Demand for British cheese is increasing globally but farming chiefs have urged processors and retailers to ensure higher prices are filtered through the supply chain.
It follows calls from Farmers For Action (FFA) and the Tenant Farmers Association (TFA) yesterday calling for profits from the higher prices in milk powder and fat to be passed down to farmers.
Imports of Cheddar have dropped 39 per cent, with UK cheese exports up six per cent.
Dairy chiefs have said that while this was a positive sign for the industry, the next step must be for the value of cheese to increase throughout the supply chain.
At the International Cheese Show in Cheshire the national NFU dairy board chairman, Michael Oakes said: “The great news is more people than ever before are eating British cheese.”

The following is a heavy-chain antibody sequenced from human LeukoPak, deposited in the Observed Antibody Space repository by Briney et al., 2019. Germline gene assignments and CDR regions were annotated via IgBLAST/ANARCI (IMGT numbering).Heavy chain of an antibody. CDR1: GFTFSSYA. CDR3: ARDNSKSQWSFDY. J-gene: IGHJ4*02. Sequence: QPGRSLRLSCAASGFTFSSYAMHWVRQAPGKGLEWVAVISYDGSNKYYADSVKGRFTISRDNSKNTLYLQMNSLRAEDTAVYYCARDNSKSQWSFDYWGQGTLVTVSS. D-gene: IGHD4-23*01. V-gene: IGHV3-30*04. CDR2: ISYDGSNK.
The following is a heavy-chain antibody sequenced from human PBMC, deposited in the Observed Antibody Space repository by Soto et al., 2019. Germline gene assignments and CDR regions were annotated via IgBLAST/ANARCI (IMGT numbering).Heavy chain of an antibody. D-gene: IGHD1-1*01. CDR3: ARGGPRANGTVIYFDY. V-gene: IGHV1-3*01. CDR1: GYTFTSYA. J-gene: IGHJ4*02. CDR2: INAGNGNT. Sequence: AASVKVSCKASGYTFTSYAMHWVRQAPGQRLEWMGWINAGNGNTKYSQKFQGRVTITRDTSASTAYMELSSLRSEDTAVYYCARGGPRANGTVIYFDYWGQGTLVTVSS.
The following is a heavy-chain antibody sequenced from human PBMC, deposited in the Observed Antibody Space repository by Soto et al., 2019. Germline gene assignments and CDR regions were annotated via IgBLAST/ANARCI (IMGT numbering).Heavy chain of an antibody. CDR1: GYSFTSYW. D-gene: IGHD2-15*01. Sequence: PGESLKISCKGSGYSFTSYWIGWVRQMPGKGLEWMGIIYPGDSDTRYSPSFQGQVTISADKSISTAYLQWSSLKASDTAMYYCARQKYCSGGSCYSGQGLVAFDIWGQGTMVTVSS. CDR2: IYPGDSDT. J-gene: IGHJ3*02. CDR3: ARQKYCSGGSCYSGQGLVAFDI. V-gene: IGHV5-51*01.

“We have seen dairy commodity prices strengthening in recent weeks. The next step must be for the value of cheese to increase through the supply chain and for a fair share of that money to be passed back to the farm.”
Mr Oakes said while instore promotions were good for the shopper they could potentially squeeze producers even further.
He added: “The aim of these promotions is to sell more volume rather than diminish value. My question is who is paying for such promotions?”